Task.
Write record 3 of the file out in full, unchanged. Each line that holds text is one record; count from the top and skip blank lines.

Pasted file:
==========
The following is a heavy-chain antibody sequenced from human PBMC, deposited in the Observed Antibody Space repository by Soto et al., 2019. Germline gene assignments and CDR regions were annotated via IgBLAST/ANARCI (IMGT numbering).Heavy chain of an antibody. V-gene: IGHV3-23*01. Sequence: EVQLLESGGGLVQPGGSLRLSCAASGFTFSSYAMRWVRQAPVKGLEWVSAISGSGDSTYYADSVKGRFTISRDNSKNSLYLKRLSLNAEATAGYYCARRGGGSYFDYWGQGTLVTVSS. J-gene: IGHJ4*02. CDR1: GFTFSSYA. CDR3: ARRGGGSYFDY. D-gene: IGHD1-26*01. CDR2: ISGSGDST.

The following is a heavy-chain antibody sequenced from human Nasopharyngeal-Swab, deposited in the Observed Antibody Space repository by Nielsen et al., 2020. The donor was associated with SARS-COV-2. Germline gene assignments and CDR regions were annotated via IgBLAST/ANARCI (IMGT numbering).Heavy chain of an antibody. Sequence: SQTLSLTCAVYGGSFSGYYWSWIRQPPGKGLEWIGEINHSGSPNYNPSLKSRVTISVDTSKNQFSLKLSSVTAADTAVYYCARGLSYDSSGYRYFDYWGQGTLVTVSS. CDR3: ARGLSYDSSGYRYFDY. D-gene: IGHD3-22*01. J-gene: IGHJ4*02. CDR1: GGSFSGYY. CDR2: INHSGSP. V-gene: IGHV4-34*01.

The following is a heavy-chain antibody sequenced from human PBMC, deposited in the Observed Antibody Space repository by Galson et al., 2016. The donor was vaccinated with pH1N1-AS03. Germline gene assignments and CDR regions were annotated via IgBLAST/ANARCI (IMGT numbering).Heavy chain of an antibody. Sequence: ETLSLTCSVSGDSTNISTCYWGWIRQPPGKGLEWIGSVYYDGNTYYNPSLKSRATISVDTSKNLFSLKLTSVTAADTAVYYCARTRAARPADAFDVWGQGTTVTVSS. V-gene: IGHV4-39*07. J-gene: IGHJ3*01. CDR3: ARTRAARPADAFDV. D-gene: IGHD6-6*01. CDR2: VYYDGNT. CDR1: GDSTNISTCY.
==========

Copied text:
The following is a heavy-chain antibody sequenced from human PBMC, deposited in the Observed Antibody Space repository by Galson et al., 2016. The donor was vaccinated with pH1N1-AS03. Germline gene assignments and CDR regions were annotated via IgBLAST/ANARCI (IMGT numbering).Heavy chain of an antibody. Sequence: ETLSLTCSVSGDSTNISTCYWGWIRQPPGKGLEWIGSVYYDGNTYYNPSLKSRATISVDTSKNLFSLKLTSVTAADTAVYYCARTRAARPADAFDVWGQGTTVTVSS. V-gene: IGHV4-39*07. J-gene: IGHJ3*01. CDR3: ARTRAARPADAFDV. D-gene: IGHD6-6*01. CDR2: VYYDGNT. CDR1: GDSTNISTCY.